Was climate change responsible for the Mongol hordes?
First scientists told us that a “distinct drying” during the third century might have encouraged the fall of the Roman Empire, prompting critics to decry the idea as the“latest global warming scare tactic.” Now the journal Science is highlighting similar speculations that wet and warm conditions in the central Asian steppe in the 13th century help explain the exceptionally rapid expansion of the imfamously cruel Mongols under Genghis Khan.
Mongol horsemen relied on domesticated animals; Amy Hessl, one of the scientists involved in the research, explained to LiveScience in July that a single Mongol fighter required 10 horses, plus livestock that could keep up with the horde and provide food. Wetter conditions in the steppe would have encouraged grass and other plants to grow, providing plentiful grazing opportunities for all sorts of animals. When the climate became colder and dryer in the middle of the 13th century, the Mongol Empire splintered, and its rulers moved their capital away from the steppe to modern-day Beijing.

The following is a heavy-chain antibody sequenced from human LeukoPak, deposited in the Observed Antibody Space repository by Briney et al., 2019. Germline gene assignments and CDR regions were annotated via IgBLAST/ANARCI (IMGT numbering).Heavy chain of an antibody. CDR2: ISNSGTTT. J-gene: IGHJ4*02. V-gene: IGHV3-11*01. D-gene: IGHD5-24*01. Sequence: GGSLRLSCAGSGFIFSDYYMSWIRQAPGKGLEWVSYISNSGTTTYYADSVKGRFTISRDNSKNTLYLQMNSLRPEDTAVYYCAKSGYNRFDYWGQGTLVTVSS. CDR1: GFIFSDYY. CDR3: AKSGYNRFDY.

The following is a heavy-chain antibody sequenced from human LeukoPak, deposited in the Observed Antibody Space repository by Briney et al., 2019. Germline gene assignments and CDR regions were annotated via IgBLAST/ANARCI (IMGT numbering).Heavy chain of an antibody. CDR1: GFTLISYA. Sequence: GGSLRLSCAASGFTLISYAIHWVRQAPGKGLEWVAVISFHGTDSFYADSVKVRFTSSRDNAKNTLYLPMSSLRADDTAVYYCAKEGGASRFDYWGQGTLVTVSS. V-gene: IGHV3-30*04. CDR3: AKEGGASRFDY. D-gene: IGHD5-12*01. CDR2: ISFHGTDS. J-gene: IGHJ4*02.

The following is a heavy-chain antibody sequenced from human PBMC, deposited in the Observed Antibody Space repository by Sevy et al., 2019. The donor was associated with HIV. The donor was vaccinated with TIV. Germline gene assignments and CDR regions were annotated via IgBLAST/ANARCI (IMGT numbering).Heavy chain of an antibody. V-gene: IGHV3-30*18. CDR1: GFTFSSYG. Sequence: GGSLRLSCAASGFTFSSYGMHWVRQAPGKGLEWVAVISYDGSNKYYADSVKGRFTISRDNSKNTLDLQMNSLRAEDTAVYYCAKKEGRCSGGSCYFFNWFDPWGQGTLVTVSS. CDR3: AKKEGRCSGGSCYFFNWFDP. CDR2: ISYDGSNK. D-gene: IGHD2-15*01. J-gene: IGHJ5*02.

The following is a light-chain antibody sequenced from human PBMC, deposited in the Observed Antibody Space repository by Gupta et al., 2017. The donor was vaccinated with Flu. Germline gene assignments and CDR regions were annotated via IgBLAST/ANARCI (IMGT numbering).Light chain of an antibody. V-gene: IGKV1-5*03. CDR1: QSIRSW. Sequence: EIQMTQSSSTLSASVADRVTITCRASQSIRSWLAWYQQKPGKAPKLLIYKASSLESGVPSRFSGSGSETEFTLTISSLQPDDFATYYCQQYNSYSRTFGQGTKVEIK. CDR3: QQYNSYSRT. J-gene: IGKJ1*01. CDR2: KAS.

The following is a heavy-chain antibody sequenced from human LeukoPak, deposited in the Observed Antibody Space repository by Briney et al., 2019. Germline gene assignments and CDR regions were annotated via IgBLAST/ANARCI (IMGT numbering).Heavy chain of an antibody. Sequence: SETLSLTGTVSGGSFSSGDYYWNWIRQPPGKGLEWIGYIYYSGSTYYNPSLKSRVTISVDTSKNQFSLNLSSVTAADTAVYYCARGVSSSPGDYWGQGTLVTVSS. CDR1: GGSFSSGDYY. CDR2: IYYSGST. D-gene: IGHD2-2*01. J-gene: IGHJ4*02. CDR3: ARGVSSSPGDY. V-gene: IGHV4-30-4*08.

It is, in fact, because scientists deduced that plantlife flourished and then failed in Mongolia during this period that they can make these connections. Both the Mongol and the Roman hypotheses rely on the information researchers such as Hessl gathered from tree rings. Wider rings indicate more favorable growing conditions. Thinner ones indicate leaner times. Matching up tree rings with historical dates produces fascinating correlations.